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The Value of Free Expression

 
Mr. Richard Lorenc's picture

First, for the first time in my life I decided to leave my selection for president of the USA blank during the recent election for ethical reasons.  I believed that neither Hillary Clinton nor Donald Trump deserved my vote.

Recently, Mr. Trump expressed his belief that the media is the enemy of the American people.  This statement prompted me to write this blog about the value of free expression in our country,

Why do we value of free expression?  John Locke, the philosophical founder of the American Revolution, believed it is the “natural right” of all citizens.  It is not a right granted by government.  It is a right granted by God. 

Positive theorists like John Milton believed that free expression contributes to the “social good”.  Our forefathers created the First Amendment to protect citizens against government control.  It guaranteed all citizens the right to criticize the government and prevented congress from making laws that abridge freedom of expression. 

Our First Amendment is intended to safeguard and protect individual self-governance in a free and democratic society.  Alexander Meiklejohn (1948) had it right about absolute protection for political speech. His believed that citizens rule in a democracy. Political discussions enable citizens to have access to information so they can make informed judgments (voting) on which a self-governing society is dependent.

Admittedly, constitutional protections of free expression are not absolute in this country.  There are numerous penalties that punish words that damage others such as defamatory statement (libel and slander), violation of copyright, false advertising, broadcast regulations, hate speech etc. 

I believe that free expression should be protected, yet there should be some limits in the form of penalties for certain types of words or actions that damage our national security and untrue words that hurt others’ reputations or violate private citizens’ privacy.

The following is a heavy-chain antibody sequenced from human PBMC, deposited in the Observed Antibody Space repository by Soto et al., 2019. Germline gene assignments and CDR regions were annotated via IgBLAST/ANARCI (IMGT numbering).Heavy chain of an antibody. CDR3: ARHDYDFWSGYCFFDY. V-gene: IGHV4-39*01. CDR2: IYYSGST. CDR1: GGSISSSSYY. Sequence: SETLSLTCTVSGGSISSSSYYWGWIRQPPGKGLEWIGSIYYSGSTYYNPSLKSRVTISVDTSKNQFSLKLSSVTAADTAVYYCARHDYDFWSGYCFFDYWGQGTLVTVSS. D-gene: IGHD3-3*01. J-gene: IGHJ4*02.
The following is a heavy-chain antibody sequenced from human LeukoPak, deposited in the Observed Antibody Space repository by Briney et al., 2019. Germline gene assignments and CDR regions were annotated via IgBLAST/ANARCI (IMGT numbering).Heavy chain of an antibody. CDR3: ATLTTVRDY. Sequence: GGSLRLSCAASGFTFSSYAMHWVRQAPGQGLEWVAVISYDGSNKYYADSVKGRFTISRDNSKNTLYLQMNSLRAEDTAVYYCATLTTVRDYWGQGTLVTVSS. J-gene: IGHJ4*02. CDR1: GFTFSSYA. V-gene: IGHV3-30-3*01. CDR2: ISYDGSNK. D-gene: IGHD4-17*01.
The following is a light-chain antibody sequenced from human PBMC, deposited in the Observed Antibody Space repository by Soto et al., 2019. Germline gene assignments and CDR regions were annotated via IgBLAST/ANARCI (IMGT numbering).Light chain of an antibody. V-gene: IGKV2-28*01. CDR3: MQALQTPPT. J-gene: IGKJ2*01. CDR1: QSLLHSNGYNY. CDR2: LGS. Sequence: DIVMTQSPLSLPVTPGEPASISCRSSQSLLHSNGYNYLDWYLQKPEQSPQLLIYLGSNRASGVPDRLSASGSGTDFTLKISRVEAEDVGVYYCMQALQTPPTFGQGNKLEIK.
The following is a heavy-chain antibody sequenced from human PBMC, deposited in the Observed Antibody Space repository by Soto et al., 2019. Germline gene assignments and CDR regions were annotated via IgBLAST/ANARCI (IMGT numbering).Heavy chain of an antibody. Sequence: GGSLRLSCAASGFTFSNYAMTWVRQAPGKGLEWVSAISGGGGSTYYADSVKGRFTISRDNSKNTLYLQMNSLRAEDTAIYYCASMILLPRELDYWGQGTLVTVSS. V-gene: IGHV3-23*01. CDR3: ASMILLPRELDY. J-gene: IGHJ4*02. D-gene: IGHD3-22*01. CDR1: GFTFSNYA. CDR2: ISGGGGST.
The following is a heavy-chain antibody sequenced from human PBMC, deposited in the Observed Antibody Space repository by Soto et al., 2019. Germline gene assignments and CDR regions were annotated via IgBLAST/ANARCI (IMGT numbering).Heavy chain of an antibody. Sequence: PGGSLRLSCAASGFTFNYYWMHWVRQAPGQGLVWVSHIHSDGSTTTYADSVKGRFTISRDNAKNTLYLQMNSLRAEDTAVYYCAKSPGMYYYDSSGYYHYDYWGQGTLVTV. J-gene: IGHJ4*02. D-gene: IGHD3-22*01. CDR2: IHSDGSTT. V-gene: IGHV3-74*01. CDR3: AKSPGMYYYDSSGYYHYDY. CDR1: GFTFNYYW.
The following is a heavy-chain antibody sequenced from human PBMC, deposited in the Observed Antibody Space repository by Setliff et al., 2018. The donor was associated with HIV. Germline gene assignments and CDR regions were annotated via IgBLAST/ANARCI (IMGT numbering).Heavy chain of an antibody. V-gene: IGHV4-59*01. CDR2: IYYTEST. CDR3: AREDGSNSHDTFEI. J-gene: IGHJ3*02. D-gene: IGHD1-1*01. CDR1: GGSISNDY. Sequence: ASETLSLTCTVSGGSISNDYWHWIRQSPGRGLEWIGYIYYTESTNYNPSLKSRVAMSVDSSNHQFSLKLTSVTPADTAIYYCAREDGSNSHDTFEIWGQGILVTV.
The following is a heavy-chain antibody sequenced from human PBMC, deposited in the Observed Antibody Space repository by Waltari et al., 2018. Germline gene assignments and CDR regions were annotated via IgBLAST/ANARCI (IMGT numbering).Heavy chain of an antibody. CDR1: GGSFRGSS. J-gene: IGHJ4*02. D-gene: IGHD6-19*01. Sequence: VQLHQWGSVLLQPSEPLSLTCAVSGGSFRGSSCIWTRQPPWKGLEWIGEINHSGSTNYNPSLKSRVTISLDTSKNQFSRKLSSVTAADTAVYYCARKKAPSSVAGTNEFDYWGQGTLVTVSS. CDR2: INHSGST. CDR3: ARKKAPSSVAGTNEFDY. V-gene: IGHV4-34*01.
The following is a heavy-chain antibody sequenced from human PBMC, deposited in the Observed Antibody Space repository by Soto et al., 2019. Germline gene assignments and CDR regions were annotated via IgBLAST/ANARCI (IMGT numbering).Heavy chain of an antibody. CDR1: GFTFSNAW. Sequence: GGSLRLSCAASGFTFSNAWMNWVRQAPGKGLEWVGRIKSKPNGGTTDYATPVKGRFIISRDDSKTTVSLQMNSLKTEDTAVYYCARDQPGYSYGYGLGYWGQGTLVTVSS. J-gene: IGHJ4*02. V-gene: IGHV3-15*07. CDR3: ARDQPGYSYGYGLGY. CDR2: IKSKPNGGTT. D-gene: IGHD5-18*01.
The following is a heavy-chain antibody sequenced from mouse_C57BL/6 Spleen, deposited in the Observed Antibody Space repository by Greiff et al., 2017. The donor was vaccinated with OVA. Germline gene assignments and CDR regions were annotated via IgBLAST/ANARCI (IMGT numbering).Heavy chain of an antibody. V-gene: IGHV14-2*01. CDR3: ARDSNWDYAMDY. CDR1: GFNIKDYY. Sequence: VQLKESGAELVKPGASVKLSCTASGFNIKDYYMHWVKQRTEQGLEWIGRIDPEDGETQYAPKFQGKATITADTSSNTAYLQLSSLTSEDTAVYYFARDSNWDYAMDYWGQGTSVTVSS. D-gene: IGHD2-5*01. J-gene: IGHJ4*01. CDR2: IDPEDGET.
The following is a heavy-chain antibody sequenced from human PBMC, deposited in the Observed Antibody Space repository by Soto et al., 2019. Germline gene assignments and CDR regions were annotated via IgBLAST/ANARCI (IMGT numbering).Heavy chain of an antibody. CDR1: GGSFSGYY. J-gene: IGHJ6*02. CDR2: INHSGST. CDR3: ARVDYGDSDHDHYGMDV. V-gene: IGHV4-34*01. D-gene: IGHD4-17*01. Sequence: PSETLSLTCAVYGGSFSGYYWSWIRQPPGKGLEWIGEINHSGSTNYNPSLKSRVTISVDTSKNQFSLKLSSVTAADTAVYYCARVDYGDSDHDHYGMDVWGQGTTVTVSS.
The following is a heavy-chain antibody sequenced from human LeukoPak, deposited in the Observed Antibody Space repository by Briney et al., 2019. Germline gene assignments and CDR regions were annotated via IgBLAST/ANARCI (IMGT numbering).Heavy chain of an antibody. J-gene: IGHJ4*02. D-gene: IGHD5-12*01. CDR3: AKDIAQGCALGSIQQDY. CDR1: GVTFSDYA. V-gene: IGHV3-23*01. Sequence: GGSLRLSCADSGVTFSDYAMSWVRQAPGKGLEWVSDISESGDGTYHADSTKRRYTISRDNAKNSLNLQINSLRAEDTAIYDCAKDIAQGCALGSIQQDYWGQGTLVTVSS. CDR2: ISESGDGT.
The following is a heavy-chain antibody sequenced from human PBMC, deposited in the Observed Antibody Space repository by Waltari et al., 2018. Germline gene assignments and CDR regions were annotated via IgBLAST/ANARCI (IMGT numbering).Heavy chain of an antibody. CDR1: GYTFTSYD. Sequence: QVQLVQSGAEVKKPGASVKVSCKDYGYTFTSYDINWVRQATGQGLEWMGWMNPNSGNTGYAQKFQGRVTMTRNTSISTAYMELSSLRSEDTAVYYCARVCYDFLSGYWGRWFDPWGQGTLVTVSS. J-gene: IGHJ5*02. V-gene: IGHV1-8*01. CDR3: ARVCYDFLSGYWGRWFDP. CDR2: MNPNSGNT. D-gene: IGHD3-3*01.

The role of the press is at the forefront of the controversy about how much freedom is warranted to prevent social chaos.  The “diversity principle” supports the notion more perspectives are better than one. Government control of expression leads to tyranny and suppression of ideas that will hamper our ability to grow and develop as a nation.

The public principle is the “public’s right to know”.  This is why the media serves as a check on governmental institutions and people in positions of power who control budgets and policy. 

Even though the press sometimes errs in getting the complete true story, it is better than the alternative.  If not the media, then who will have the power to inform the people about governmental misconduct and abuse of power?  Need I remind you about the Gulf of Tonkin incident which was a lie that resulted in an escalation of our involvement in Viet Nam; or weapons of mass destruction that were never found but provided a rational for our government to invade Iraq?

Freedom of Expression is a primary value that must be upheld.  I agree with John Milton’s who described the value of free expression when he wrote Areopagitica in 1644. 

"Though all the winds of doctrine were let loose to play upon the earth, so Truth be in the field, we do injuriously by licensing and prohibiting to misdoubt her strength. Let her and Falsehood grapple, who ever knew Truth put to the worse in a free and open encounter?"

  In the end, we will be better off by supporting a free press and throwing off the shackles of government control.  The stakes are high when government attempts to control the message and those in power become corrupted by power (Richard Nixon).  We must be vigilant in our defense of liberty.  Liberty includes free expression. Attempts to thwart it must be challenged.

When Mr. Trump claims that the media is the enemy of the people, it is a fallacy.  Not all publishers are biased who provide false news and unsubstantiated claims. 

When it comes down to it, I agree with a distinguished conservative journalist from Joliet, Robert Novak who spoke at a University of St. Francis commencement ceremony.  He said, “Love your country, but don’t trust your government.”  Yes, healthy skepticism is a good thing.  Don’t drink the Kool-Aid.  The government doesn’t always tell the truth.  Only the media has the power and influence to serve as a check on government.  Support Free Expression!

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